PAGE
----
S10 Swap Part 4. 1984 S-10 BLAZER WITH 1985 305 TPI/700-R4
The owner of this truck told us that he would do the swap in about a week. Even though this person is a factory trained technician for a Chevrolet dealership, we had our doubts. He wanted to do too many things that would take time. The truck was originally a stick shift, and he had to convert it over to an automatic. He wanted to run electric cooling fans and air conditioning. He wanted to run dual exhaust. He wanted the engine compartment to look nearly stock. And he wanted a nearly naked lady to pose with the truck. He did all of the above, but it took much longer than a week. We can't show you the nearly naked woman. Sorry.
The engine and transmission for this project actually came about from watching the television show, America's Most Wanted. It seems a regular customer dropped off a 1985 IROC Z Camaro at the dealership for repairs. While watching America's Most Wanted, the technician recognized the owner of the Camaro, who was wanted for suspicion of murder. To make a long story short, America's Most Wanted got their man, and the owner of the above truck got his engine and transmission. As the owner put it, "I got a killer deal." We are not making this up.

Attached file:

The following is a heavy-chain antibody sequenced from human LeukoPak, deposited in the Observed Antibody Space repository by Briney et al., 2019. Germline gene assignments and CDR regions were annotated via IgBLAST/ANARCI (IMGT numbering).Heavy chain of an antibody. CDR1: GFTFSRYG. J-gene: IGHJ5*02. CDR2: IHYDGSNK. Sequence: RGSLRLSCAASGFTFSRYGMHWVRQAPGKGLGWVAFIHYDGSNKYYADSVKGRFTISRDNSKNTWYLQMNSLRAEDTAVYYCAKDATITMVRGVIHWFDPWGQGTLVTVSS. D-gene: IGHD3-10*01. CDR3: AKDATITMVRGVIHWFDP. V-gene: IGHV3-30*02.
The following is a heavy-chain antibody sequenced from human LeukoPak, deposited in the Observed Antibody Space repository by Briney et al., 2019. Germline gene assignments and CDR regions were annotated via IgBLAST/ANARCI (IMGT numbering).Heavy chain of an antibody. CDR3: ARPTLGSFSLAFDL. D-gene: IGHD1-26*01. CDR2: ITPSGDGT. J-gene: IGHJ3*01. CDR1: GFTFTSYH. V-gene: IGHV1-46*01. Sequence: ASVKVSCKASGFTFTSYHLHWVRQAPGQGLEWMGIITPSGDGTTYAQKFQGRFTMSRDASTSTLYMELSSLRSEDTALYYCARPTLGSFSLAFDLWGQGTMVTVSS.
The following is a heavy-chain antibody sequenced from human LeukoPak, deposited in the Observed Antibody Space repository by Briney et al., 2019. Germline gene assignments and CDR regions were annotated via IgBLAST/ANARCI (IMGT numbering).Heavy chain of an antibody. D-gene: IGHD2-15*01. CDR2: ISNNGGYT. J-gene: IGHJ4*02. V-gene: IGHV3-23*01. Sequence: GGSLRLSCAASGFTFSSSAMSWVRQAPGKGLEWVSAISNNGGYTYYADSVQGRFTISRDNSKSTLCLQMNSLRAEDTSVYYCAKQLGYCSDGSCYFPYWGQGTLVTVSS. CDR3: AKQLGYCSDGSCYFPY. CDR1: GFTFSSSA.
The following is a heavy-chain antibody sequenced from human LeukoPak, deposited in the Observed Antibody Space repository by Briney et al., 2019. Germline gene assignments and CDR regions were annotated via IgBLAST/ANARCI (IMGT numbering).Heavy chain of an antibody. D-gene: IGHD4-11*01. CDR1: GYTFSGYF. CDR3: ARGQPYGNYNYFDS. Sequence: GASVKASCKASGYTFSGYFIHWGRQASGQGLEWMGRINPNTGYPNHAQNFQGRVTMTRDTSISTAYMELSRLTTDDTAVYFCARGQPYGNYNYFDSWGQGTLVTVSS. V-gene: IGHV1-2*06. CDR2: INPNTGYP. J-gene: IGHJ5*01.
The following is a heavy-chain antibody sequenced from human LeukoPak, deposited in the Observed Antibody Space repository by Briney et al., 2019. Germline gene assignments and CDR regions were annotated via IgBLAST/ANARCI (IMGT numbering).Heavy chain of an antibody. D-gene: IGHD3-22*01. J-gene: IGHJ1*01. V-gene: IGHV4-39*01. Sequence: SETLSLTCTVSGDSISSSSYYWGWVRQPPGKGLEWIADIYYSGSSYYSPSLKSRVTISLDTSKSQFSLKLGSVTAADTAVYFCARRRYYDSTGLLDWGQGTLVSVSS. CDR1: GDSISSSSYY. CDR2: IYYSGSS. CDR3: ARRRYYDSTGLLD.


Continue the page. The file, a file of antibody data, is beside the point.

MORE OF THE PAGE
The engine is almost completely as it comes out of the 1985 Camaro, except for the exhaust manifolds, the routing of the wiring harness, the Corvette valve covers, and the routing of the A.I.R. hoses. The air conditioner accumulator is from a 4.3 V6 S-Truck to improve hose routing.
The engine is set back about 1-1/4" to provide room for the 4.3 V6 radiator and the Flex-a-lite model 210 electric cooling fan (see page 10-24) which is mounted behind the radiator. The radiator is positioned about 1/2" more forward than the stock position, and the radiator core support had to hammered slightly to provide room for the radiator cap. As you can see, it is a bit crowded, but everything fits, and this is a worst-case example for room between the engine accessories and the fan/radiator combination. This cooling system works o.k., but it has not been tested in weather over 100 degree F at the time of this writing. We prefer an engine-driven fan for this swap.
It was the details that took so much time to complete this swap. It took hours to make nice looking brackets to mount the radiator, cooling fan, and air cleaner ducting.
This V8 swap looks so stock that it is very hard for the average person to understand the many details that required skill, money and time.